Kill running process in a Unix-based console with the example of the Java Web Server Grizzly

1. Step: We need to find the proper running process in the background, for that we will use the command...

ps aux

... which lists all running processes which mostly is too long of a list:

jurgen 39191 0.0 0.8 904472 69368 ?? S 2:19PM 0:11.78 /Applications/Google Chrome
jurgen 39043 0.0 0.2 2524472 13976 ?? Ss 9:51AM 0:02.62 com.apple.security.pboxd
jurgen 38473 0.0 0.0 2467260 432 ?? Ss Tue03PM 0:00.20 com.apple.XType.FontHelper

So we filter out only the process that we are looking for, by using the command 'grep' and using the console pipe '|' to concatenate the commands

ps aux | grep java


jurgen 39543 0.1 1.9 4845420 163316 s008 S+ 5:49PM 0:07.18 /Library/Java/JavaVirtu... exec:java
jurgen 39573 0.0 0.0 2432768 460 s007 S+ 6:08PM 0:00.00 grep java

Now this returns us the proper process but also the 'grep' process itself which we were just running in our pipe, to filter this, we concatenate yet another 'grep -v grep':

ps aux | grep java | grep -v grep

... and we only get the process we need

jurgen 39543 0.1 1.9 4845420 163316 s008 S+ 5:49PM 0:07.18 /Library/Java/JavaVirtu... exec:java

Now that we have identified our process with its process number 39543 (second column in our process), we can terminate it with the 'kill -9'* command, as follows:

kill -9 39543

* If your wondering: The -9 parameter tells the kill-Command to send a SIGKILL signal to our process

In conclusion the following - more generic code - needs to be executed:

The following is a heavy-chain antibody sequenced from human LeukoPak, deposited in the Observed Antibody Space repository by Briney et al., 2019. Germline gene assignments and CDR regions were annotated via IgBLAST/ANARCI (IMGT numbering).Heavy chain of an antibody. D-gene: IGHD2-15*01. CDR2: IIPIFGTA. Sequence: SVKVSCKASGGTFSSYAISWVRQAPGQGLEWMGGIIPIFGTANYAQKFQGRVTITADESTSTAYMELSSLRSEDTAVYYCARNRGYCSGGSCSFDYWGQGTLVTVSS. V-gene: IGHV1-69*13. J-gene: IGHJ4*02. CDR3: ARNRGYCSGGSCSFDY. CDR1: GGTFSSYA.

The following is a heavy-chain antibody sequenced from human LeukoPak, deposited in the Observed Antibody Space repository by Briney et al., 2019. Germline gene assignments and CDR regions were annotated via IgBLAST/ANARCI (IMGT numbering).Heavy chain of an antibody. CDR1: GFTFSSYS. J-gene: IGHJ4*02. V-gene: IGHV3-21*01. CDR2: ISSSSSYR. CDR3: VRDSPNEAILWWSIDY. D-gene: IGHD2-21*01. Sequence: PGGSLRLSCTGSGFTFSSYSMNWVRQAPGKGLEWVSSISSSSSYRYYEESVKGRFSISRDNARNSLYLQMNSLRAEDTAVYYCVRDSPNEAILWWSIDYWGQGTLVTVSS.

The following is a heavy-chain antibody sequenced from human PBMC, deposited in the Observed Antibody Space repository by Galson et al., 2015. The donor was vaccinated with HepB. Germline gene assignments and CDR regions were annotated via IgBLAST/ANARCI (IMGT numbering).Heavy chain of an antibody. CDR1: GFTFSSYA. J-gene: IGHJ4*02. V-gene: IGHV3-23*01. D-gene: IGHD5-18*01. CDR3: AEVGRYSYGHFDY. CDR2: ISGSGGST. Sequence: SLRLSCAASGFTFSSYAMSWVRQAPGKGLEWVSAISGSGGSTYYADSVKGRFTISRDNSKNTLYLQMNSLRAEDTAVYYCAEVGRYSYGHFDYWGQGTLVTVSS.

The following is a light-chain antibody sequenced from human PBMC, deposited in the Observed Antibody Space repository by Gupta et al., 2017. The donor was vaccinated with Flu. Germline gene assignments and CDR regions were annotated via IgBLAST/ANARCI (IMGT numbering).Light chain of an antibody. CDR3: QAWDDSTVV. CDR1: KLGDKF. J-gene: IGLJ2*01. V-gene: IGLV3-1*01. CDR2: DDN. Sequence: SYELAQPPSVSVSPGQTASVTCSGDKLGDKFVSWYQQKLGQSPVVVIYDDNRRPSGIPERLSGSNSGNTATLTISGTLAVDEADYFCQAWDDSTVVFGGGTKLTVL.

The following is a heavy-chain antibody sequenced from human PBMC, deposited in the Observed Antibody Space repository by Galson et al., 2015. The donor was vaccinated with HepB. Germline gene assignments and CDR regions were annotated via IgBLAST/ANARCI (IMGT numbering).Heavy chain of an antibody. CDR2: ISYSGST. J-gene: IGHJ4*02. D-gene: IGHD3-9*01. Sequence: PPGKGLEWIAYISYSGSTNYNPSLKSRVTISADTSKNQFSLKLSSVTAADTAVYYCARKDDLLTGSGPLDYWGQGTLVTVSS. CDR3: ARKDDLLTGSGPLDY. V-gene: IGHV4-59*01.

ps aux | grep [server_process_name] | grep -v grep
kill -9 [identified_process_id]


Making a Unix server graphic based

One way to solve this problem, is to directly install a desktop package by using the command line.

sudo apt-get install ubuntu-desktop

This can also go well, but by experience, most of the time, it is better to work within an interface for system administration for Unix. This interface can be provided by Webmin, which is web-based. How to prepare the system and install webmin can be found here: http://www.webmin.com/


Use GeoCouch as a secondary index

There exists a plugin for CouchDB called GeoCouch, which can be used to issue very basic geospatial queries against the database. With this plugin you can formulate queries based on locations and bounding boxes. For example: "give me all the restaurants in a certain (rectangular) area".
This is possible because GeoCouch uses a different indexing system than CouchDB internally.

Using this plugin we can represent the time interval we're interested in as a 1 dimensional bounding box around the document start dates.

view definition:

if(doc.begin && doc.end)
//start and end time as UNIX timestamps (seconds, not milliseconds)
var begin = Math.round(new Date(doc.begin).getTime()/1000);
var end = Math.round(new Date(doc.end).getTime()/1000);
type: "Point",
bbox : [0,start,0,end]
}, null




Changing the root password of an iPhone / ipod Touch to secure the SSH connection

 To secure your SSH connection the password for "root" has to be modified. Please, regularly change this password. Start the Terminal of your Mac or Shell of your Linux computer. For Windows an SSH application such as Putty is necessary.    

  1. Then type the following line of code, but before replace the palceholder "ip.des.iph.one" with the IP address of your iPhone to create the initial SSH connection: ssh root@(ip.des.iph.one)
  2. The standard password for all iPhones is "alpine". Type password and confirm with Enter (Please note that several Unix systems handle backspaces as new input characters).
  3. To change the root password, type "passwd" now.
  4. Then the new password is requested: Type in the new password
  5. Retype the password to confirm it
  6. Disconnect from SSH by using "Exit" (Or stay connected, if you need the SSH connection for other tasks

(Note: For iPhone without installed SSH Server this series of steps is impossible and not necessary)  There is a legal issue that hampers the overall SSH usage: Only applications from the Apple "app store" are legal to be used on an iPhone. The SSH solution is often referred to illegal "Jailbreak" solutions which cannot be recommend from legal perspective ;)However, this issue should not be ignored for all iPhones using such SSH solutions. 

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